Farmers demonstrations: EFFAT shares some of the concerns, but the way forward is not to abandon the Green Deal

Thousands of farmers across Europe have demonstrated in recent days, from Romania and Poland to France and Germany. The protests have been co-opted by far-right movements seeking to exploit farmers’ discontent for political gain ahead of the European elections in June.

The reasons for the protests are linked to specific situations such as over-regulation, the introduction of taxes on tractor fuel or Brussels’ decision to suspend import duties on Ukrainian goods. At the same time, there is a common thread running through these protests: strong opposition to the EU’s Green Deal and Farm to Fork ambitions.

EFFAT shares some of the farmers’ concerns, particularly when it comes to the low-income small farmers receive for their work, unfair competition from third countries and the lack of just transition measures to implement the Green Deal targets. We stress that if conditions for small farmers are difficult, those for farm workers are simply unbearable. However, it must be clear that the main challenge facing the European agricultural sector is not the farm-to-fork strategy, but the unfair distribution of wealth throughout the food chain. While retail chains, big agrochemical companies and the shareholders of food giants make record profits every year, agricultural and food workers and small farmers struggle to put food on their tables. The starting point for tackling this unacceptable paradox is to address systemic issues such as the concentration of power throughout the food chain, speculation in food commodity markets, an unsustainable approach to trade agreements and the financialisation of the agri-food sector.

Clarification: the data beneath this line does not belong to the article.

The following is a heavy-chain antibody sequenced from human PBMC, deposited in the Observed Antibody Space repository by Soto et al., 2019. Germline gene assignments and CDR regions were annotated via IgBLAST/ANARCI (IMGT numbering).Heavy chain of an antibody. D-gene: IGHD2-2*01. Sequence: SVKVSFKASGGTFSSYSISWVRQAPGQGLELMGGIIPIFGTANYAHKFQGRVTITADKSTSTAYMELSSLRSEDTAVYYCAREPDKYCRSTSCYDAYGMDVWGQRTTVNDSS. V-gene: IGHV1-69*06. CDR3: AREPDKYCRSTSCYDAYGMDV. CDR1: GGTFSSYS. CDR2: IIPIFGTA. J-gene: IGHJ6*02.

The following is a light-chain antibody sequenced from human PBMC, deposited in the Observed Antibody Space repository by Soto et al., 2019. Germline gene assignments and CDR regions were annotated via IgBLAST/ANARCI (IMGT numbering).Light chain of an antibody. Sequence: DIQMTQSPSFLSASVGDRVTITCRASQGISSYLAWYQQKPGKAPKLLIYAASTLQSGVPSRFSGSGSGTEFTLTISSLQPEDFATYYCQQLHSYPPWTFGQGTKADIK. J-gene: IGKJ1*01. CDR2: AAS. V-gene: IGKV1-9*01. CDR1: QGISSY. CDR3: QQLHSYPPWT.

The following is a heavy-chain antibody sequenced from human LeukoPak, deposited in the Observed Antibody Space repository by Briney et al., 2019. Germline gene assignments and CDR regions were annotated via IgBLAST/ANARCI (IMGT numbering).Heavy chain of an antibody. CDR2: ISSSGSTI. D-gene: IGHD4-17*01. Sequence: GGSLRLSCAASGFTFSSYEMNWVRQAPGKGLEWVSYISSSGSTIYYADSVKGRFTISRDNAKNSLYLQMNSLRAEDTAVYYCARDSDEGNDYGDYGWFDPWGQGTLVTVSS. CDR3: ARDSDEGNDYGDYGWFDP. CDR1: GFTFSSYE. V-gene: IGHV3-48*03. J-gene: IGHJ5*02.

We regret that these issues are not sufficiently highlighted in these farmers’ protests.

The Farm to Fork Strategy is not the problem, but it is part of the solution as it shows the way forward to make our agricultural sector more sustainable.

At the same time, green targets cannot be imposed unilaterally from Brussels, otherwise they would clearly lack social acceptance, as is currently the case.

The way to reverse this perception is not to abandon these objectives, but to implement them through just transition measures that take into account the interests of farm workers, small farmers and rural communities as a whole, as EFFAT has called for. This requires concrete measures such as implementing environmental policies through rigorous socio-economic impact assessments, involving the social partners in the management of the transition and linking the provision of public funds for the green transition to social conditions. In addition, investment in training, social security and job-to-job transition pathways should be strengthened to protect the jobs and incomes of agricultural workers.

But all this won’t be achieved if Europe returns to austerity and peace is not restored in Europe and globally.

A few months before the EU elections, EFFAT urges democratic political parties to put just transition at the top of their political agenda. A new narrative needs to be built to undermine the arguments of the extreme right. The green and digital transition must be seen by workers as an opportunity to create more and better jobs, not as a threat. For this to happen, an ideological approach to the green transition should be abandoned in favour of a pragmatic one that offers concrete answers and solutions to those who fear for their future.